By Todd Brickson, Rowmark Program Director
Italian born Alessandro (Ale) Gandini joined our school and ski academy team for his senior year. Ale is a strong student and an elite ski racer who has proven very quickly to be a great teammate as well. He is quickly integrating into our team and rapidly increasing his English fluency. Ale was gracious enough to allow me to interview him about his upbringing, his choice to attend our school and ski program, and his experience so far.
Where were you born and raised?
I was born in Venice, Italy. I grew up in Treviso until I was five years old and then our family moved to Cortina.
Do you have siblings?
I have two brothers: Enrico, who is 16 years old, and Clemente, who is 12 years old. They are both ski racers.
How long have you been skiing?
I have been skiing since I was five years old and ski racing since I was eight as part of the Sci Club Cortina. The ski club is organized by age and is mostly based on having fun and freeskiing at the younger ages with some gate training. Then I joined Sci Club Drusce this past season which gave me a big boost and really helped my technique and tactics to be even more competitive.
Did you play other sports?
Yes, I played ice hockey from five until fourteen years old. When it became too difficult to do both ski racing and hockey, I chose ski racing.
How did you get interested in Rowmark?
I heard about it from a friend of my parents, who described a place in Utah that had a school with a great combination of academics and ski racing, so they looked into it and I applied.
Have you ever been to the United States before your arrived in August?
Yes, once in 2004 at three years old I went to Miami with my family, but I was too young to remember it.
How is Utah different from where you grew up in Italy?
Utah is a place with a big city, but not huge, that also has all the facilities and mountain slopes where you can reach everything so fast and everything is so close. It feels like the center of the US. You can do everything here.
Italy is a wonderful place where everything is also close. Every corner has a particular story and a lot of history everywhere you go. Venice is two hours away from Cortina, Bologna is four and a half hours, and Milan is five hours. Innsbruck, Austria, is also close, about three hours.
How is the food here?
It is so different. Much more variety than where I come from. The burgers are so good here, especially with bacon! In Italy you eat Italian food and maybe sushi sometimes.
How is your school in Italy different from Rowland Hall?
In Italy I went to a public school with no connection between sport and academics. There were some good teachers who really helped, but most didn’t understand the time and commitment to do sport at a high level. At Rowland Hall there is a lot more support, but you still need to do your best and work hard. Then it works well.
Is Rowland Hall difficult for you so far?
It’s harder than my Italian school but the organization is much better. It is tough to stay on time with assignments. I can’t be lazy anymore.
How was it to go back to Italy in late September for the Italy Rowmark ski camp?
It was emotional at first. My good Italian friends were only three hours away and I was able to see them one night. Being with an American team in Italy was a pleasure. My friends realized that I was skiing with Americans and they said that was so cool. They know of Salt Lake City and Park City because of the 2002 Olympics. Many Italians know how good the skiing is in Utah.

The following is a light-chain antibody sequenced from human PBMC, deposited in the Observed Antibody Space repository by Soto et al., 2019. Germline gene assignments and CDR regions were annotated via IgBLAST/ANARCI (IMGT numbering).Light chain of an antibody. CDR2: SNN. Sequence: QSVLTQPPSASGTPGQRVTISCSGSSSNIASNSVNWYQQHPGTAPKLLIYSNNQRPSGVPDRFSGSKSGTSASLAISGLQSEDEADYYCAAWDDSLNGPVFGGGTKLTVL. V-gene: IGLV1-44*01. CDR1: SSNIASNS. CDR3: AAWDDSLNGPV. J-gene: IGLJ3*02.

What are your academic goals?
One thing that is very interesting for me is skiing for a US college with strong academics, possibly Williams or Dartmouth. Another possible goal is going back to a college in Switzerland or Italy. At those schools I would be able to enter the University FIS races but it would be on my own. I don’t know yet, but a US college is very interesting to me because I can continue to pursue both academics and ski racing like I can here at Rowmark and Rowland Hall.
What are your skiing goals?
Reaching the World Cup is a dream. The real dream is racing the World Alpine Ski Championships in my home town, Cortina, in 2021, or in the Olympics in Bormio/Cortina in 2026. Even forerunning these events would be amazing. Another goal is being part of the Italian Army ski team. You have to be very good to make this team, between 30–40 FIS points.
What is your best experience so far over the first three months you have been in the United States?
A long weekend in New York three weeks ago was unbelievable. I went there with some Italian friends of my family who live in Sweden and spend a lot of time in New York because of business. It is huge, spinning around, alive. Mountains of buildings. Great to visit but I can’t see myself living there.
How is your host family?
They are lovely. They include me in everything and give me a lot of support. It has been fantastic. I feel like I am part of the family. The bond will last a long time.
Any difficult experiences so far since you have been in the United States?
Nothing yet! One thing is my first CrossFit workout with my host family at 5:45 am and it was overwhelming and really hard. I hadn’t eaten yet; I wasn’t in the best shape. It was a tough experience. Then afterward the Rowland Hall shower before school was cold!
What are you looking forward to this school year experience?
I want to bring from the United States back to Italy something that will last a long time: good values, taking as many good things as possible, and bringing them back to my country, but not to gain too much weight!